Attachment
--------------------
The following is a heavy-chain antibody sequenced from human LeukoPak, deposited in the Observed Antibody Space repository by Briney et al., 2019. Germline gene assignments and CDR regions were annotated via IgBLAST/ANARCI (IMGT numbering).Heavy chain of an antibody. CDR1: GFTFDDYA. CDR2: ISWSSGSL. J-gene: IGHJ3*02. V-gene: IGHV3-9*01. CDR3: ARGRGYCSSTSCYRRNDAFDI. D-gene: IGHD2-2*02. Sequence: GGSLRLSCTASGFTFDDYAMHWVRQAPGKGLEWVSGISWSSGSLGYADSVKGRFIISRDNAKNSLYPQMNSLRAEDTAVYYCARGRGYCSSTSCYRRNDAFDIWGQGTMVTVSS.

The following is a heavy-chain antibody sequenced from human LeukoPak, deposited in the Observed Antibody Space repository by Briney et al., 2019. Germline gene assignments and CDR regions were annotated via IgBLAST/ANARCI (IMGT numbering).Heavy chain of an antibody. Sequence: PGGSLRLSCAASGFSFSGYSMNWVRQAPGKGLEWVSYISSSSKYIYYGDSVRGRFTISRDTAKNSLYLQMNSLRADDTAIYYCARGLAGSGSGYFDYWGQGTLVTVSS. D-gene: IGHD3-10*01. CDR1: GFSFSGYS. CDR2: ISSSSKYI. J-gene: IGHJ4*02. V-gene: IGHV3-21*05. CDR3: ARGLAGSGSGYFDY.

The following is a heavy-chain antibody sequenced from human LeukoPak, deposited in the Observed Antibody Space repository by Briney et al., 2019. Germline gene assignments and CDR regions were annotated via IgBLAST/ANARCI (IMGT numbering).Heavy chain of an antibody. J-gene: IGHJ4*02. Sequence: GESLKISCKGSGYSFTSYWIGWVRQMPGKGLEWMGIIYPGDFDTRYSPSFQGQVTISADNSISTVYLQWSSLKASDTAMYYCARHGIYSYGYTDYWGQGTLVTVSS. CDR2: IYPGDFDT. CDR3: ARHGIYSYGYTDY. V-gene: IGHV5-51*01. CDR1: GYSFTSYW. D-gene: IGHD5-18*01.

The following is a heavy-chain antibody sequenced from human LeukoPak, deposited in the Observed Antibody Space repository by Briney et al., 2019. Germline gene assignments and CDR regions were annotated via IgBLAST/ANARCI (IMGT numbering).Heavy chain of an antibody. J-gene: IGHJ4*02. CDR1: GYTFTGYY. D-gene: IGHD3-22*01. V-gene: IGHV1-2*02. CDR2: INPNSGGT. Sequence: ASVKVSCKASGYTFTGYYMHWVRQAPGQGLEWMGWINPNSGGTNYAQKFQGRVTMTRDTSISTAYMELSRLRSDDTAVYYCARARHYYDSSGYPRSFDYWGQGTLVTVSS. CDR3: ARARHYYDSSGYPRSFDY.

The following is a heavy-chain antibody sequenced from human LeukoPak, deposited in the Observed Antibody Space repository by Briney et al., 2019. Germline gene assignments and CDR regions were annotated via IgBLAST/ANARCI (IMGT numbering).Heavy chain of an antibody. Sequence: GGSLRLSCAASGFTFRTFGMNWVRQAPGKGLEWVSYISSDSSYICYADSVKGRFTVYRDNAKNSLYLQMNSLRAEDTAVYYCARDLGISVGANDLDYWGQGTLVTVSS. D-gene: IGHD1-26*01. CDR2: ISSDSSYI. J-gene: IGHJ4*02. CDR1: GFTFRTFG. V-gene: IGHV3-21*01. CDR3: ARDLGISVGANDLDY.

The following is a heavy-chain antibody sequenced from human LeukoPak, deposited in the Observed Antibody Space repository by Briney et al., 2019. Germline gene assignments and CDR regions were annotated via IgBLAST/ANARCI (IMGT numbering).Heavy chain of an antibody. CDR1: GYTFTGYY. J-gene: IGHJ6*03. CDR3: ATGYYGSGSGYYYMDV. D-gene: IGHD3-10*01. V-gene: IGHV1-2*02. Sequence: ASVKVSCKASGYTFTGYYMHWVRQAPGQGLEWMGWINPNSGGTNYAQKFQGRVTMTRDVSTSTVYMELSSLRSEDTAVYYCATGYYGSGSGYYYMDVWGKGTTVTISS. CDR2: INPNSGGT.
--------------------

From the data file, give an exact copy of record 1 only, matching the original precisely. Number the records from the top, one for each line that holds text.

The following is a heavy-chain antibody sequenced from human LeukoPak, deposited in the Observed Antibody Space repository by Briney et al., 2019. Germline gene assignments and CDR regions were annotated via IgBLAST/ANARCI (IMGT numbering).Heavy chain of an antibody. CDR1: GFTFDDYA. CDR2: ISWSSGSL. J-gene: IGHJ3*02. V-gene: IGHV3-9*01. CDR3: ARGRGYCSSTSCYRRNDAFDI. D-gene: IGHD2-2*02. Sequence: GGSLRLSCTASGFTFDDYAMHWVRQAPGKGLEWVSGISWSSGSLGYADSVKGRFIISRDNAKNSLYPQMNSLRAEDTAVYYCARGRGYCSSTSCYRRNDAFDIWGQGTMVTVSS.